“We will use these vast numbers of cells to practice, practice, practice and learn all the design rules of the heart and optimize viability and function at the whole-heart scale for eventual implantation into a pig,” he said. The bioprinted human heart will be transplanted into a pig with severe congenital immunodeficiency to prevent rejection. However, the team’s approach uses patient-specific stem cells that, when transplanted into that same patient, may not require immunosuppression. “Your own heart, made out of your own cells; that is the dream,” Skylar-Scott added.

The dramatic scope of the ARPA-H and Stanford University project prompts a vision of a day when similar biofabrication plants manufacture new hearts, lungs, livers, and other organs for implantation into ailing humans – each bioprinted organ a perfect genetic match for its patient. Such aspirations are to be expected, Skylar-Scott said, but he adds that he believes that day is still decades off, if not more. Still, this bioprinting initiative will serve as a necessary and powerful proof-of-concept to accelerate the commercialization and translation of organ engineering.

ARPA-H bets $26 million that the time has come for 3D printed organs, funding a project by Stanford to bioprint a functioning human heart

Ecosystem of expertise

Discussion of such possibilities brings Skylar-Scott full circle to the challenge ahead. Bioprinting and implanting a heart into a living creature is relatively easy… The hard part is to make sure the creature continues to be living after the bioprinted organ has been implanted. Achieving this will require a profound collection of expertise well beyond the skills of any one researcher. In that regard, Skylar-Scott returns to the Stanford research ecosystem which makes this project a possibility.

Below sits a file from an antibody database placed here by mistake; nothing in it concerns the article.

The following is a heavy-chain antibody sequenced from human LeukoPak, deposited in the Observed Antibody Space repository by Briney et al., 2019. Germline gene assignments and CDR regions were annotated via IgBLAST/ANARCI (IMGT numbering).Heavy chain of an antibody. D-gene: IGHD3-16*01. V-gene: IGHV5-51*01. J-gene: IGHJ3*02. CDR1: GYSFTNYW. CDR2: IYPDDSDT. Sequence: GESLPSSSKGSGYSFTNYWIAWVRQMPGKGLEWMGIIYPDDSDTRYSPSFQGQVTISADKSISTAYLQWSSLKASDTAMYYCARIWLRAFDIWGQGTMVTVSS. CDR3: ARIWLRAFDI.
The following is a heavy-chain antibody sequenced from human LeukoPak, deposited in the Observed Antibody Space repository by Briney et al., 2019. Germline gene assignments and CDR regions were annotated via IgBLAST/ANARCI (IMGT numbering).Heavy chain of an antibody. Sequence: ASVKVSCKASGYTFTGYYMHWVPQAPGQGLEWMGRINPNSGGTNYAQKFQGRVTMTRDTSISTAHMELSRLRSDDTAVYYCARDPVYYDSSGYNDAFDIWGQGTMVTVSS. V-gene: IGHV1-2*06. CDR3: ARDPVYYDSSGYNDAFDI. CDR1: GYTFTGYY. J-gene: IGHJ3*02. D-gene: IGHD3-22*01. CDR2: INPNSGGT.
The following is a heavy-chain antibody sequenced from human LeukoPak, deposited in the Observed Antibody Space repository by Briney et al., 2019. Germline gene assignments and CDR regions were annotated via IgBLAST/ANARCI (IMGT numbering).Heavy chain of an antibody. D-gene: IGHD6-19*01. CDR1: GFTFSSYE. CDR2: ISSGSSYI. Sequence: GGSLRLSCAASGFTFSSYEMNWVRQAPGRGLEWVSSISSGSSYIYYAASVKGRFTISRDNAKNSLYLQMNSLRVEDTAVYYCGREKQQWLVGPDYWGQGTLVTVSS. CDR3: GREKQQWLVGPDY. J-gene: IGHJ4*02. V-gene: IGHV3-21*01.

While he is the principal investigator on the project, the full team of ARPA-H-fundedRPA-H Stanford experts needed to make the dream a reality is remarkable in its depth and breadth (see below). It includes experts in engineering, biochemistry, computer modeling, cardiology, cardiothoracic surgery, biology, materials science, and more. Only Stanford concentrates leadership in all these disparate but interrelated fields within walking distance of one another.

Stanford is a real center of excellence for cardiovascular medicine, Skylar-Scott said – the Cardiovascular Institute, stem cell derivation expertise, and vascular experts to provide the raw materials combined with a great ecosystem of 3D bioprinting and materials faculty to think how to use and assemble the materials.

“When you have all these resources in one place, it makes it easier to collaborate and to do some pretty amazing things,” Skylar-Scott said.

The Stanford research team

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Davide Sher

Since 2002, Davide has built up extensive experience as a technology journalist, market analyst and consultant for the additive manufacturing industry. Born in Milan, Italy, he spent 12 years in the United States, where he completed his studies at SUNY USB. As a journalist covering the tech and videogame industry for over 10 years, he began covering the AM industry in 2013, first as an international journalist and subsequently as a market analyst, focusing on the additive manufacturing industry and relative vertical markets. In 2016 he co-founded London-based VoxelMatters. Today the company publishes the leading news and insights websites and, as well as VoxelMatters Directory, the largest global directory of companies in the additive manufacturing industry.